First-Year Writing Teaching Statement
I have been teaching First-Year Writing and First-Year Seminar at Barnard since 2000 (a year in which I also ran the New York Marathon). In addition, at Barnard I have taught Critical Writing and Writing of the Indian Sub-Continent, and supervised theses in Comparative Literature. Before coming to Barnard, I taught at Columbia (Lit. Hum.), Yale, and Vassar, and since 2012 I have also been teaching upper-level courses at NYU’s Gallatin School of Individualized Study: “Politics, Writing, and the Nobel Prize in Latin America” and “Poetry and Politics of Decolonization.” These courses reflect my deep commitment to teaching Latin American literature both for itself and in parallel with North American and other literatures, crossing frontiers and opening doors for students of diverse backgrounds to share and shape their perceptions of the literatures of the Americas.
Our First-year Writing course pairs readings from North and South America and the Caribbean, starting with indigenous narratives of South and North America: Mayan, Incan, and Navajo. How easy it would be to say “pre-contact,” yet this term is impossible since how would we have a record of these narratives, often oral (though some were written in codices that were largely destroyed by missionaries), if we did not have some contact with them? In fact, these moments of contact are often inscribed in the texts themselves and become a part of their history – of the original recording or written form, and then of subsequent revisions as the oral retelling of the tale continues to influence the way in which it is passed on. The relations between the oral and written forms of language and its transmission continue to fascinate me, not only in the context of contact in the 15th and 16th centuries, but in the context of current cultural formations, including slam poetry, multiple traditions of lyrics and music, and connections between visual and narrative art forms in theater, film, video, and blogs.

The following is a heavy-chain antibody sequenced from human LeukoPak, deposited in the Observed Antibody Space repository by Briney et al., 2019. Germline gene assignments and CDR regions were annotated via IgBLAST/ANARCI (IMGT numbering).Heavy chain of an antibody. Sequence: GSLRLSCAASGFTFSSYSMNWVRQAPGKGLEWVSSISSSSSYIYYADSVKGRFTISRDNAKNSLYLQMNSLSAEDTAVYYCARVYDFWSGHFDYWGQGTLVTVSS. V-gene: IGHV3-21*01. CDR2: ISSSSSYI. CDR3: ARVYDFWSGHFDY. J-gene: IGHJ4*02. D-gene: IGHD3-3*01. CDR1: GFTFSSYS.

Pairing texts historically allows us to look at convergences and divergences in the cultural and political histories of the Americas. It also allows us to trace the emergence of previously suppressed voices from the earliest days of cultural expression. Beginning with indigenous voices, we see the emergence of women’s voices in the 17th century in both North and South America, of Afro-American voices beginning in the 18th century and becoming more forceful from the time of the revolutions in North and South America and Haiti, the increasingly acknowledged LGBTQ identities of some of the most important 19th century American poets, and the ways in which all these voices, immigrant and native, previously suppressed or marginalized in European literatures, come to shape and ultimately dominate literature in the Americas.
I did my Ph.D. at Columbia in Comparative Literature in the Institute for the Comparative Study of Literature and Society, working with Professors Edward Said, Jean Franco, Maryse Condé, and Gauri Viswanathan. I like to look at literature both historically and contextually, using artistic expression as a means of examining questions of political and cultural development. My thesis became a book, Poetry and Politics of Decolonization (2015), and those three terms – poetry, politics, and decolonization – remain central to my teaching. I come from a family of writers, and in my teaching nothing pleases me more than to be able to help each student shape and clarify her own style of written expression. As an activist dimension of my work, I have also helped to develop a Latinx theater space in the South Bronx called ID Studio Theater, where we explore the rich theatrical traditions of Latin America and work with the community, creating and bringing several new plays to the stage in Spanish and subsequently in English each year.